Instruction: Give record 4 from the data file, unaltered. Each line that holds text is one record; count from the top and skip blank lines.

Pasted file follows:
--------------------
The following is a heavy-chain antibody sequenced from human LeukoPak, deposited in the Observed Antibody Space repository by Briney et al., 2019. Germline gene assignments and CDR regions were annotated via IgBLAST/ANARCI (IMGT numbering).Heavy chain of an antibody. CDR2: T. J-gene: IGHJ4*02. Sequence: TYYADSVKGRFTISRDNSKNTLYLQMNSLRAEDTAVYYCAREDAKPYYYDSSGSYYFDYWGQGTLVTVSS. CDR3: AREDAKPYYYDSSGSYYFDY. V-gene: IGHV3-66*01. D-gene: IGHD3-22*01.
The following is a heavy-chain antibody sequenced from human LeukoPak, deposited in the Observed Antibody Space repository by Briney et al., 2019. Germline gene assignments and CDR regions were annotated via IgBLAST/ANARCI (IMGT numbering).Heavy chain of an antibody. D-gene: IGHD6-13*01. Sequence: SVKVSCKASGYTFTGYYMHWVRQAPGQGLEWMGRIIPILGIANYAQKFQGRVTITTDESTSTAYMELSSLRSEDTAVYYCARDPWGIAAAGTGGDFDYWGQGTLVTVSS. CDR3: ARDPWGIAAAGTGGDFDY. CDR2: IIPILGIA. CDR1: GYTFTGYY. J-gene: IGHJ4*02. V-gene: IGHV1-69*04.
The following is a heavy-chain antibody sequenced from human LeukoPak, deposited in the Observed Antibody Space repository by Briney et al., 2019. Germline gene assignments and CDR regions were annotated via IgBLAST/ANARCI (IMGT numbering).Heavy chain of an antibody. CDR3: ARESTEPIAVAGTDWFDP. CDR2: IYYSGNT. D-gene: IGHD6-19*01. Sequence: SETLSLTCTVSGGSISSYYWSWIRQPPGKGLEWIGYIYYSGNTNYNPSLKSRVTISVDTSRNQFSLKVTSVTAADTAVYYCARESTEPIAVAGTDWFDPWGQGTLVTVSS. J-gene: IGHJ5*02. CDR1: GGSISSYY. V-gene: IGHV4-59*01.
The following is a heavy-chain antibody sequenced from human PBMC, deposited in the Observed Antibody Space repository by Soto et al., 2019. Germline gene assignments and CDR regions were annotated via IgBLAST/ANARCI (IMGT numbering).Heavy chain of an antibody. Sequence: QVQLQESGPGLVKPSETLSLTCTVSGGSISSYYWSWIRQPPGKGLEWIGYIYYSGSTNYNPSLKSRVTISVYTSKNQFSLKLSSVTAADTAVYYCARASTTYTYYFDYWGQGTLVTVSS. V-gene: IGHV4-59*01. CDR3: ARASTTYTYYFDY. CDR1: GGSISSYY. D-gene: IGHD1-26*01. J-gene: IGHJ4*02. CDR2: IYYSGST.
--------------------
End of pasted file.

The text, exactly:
The following is a heavy-chain antibody sequenced from human PBMC, deposited in the Observed Antibody Space repository by Soto et al., 2019. Germline gene assignments and CDR regions were annotated via IgBLAST/ANARCI (IMGT numbering).Heavy chain of an antibody. Sequence: QVQLQESGPGLVKPSETLSLTCTVSGGSISSYYWSWIRQPPGKGLEWIGYIYYSGSTNYNPSLKSRVTISVYTSKNQFSLKLSSVTAADTAVYYCARASTTYTYYFDYWGQGTLVTVSS. V-gene: IGHV4-59*01. CDR3: ARASTTYTYYFDY. CDR1: GGSISSYY. D-gene: IGHD1-26*01. J-gene: IGHJ4*02. CDR2: IYYSGST.